Skip to main content
Playing fast and loose with economic forecasts and statistics has eroded public trust and created a democratic deficit, according to the RSA, which has launched a new programme to tackle the UK’s broken economic debate.

The RSA Citizens’ Economic Council (CEC) will give a diverse group of 50-60 people, the ability to be able to engage with economic policy and confidently express their views. It will directly address widespread disillusionment with the UK’s economic debate, exemplified by the EU referendum campaign – which marked a new low in the abuse of economics in political debate – and the lack of transparency and honesty in the way that economic issues are presented to the public.

The programme aims to improve economic literacy, given recent research showing only one in five felt well informed about the EU referendum and most people lacked confidence in understanding how the economy works. The RSA believes this economic literacy gap causes a democratic deficit due to the huge influence economic policy has on every area of citizens’ lives.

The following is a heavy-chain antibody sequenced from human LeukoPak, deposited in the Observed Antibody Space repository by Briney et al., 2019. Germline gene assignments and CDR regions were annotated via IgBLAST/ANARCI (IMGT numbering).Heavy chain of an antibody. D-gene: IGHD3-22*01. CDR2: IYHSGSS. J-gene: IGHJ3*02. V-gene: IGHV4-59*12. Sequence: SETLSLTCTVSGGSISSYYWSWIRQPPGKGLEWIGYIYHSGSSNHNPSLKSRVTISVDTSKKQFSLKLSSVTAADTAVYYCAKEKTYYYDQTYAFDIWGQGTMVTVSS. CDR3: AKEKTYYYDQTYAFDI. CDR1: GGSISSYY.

Activities include the world’s first deliberative engagement process focused on a national economy; an online economics course open to all; and an economic inclusion roadshow targeting hard to reach communities.

Over the next eighteen months, the CEC will explore economic theories and consider their implications, debate what our shared goals and priorities for the economy should be, and will rigorously assess new economic policies for their ability to deliver on these goals.

Describing the role of the CEC, Matthew Taylor, Chief Executive of the RSA said “‘The EU referendum demonstrates that policy makers need to broaden the agenda on engaging the public. We believe that a more deliberative and discursive model, through the RSA’s Citizens’ Economic Council, is a timely intervention to illustrate how this could be achieved”.

Barrow Cadbury Trust is supporting this work along with the Friends Provident Foundation.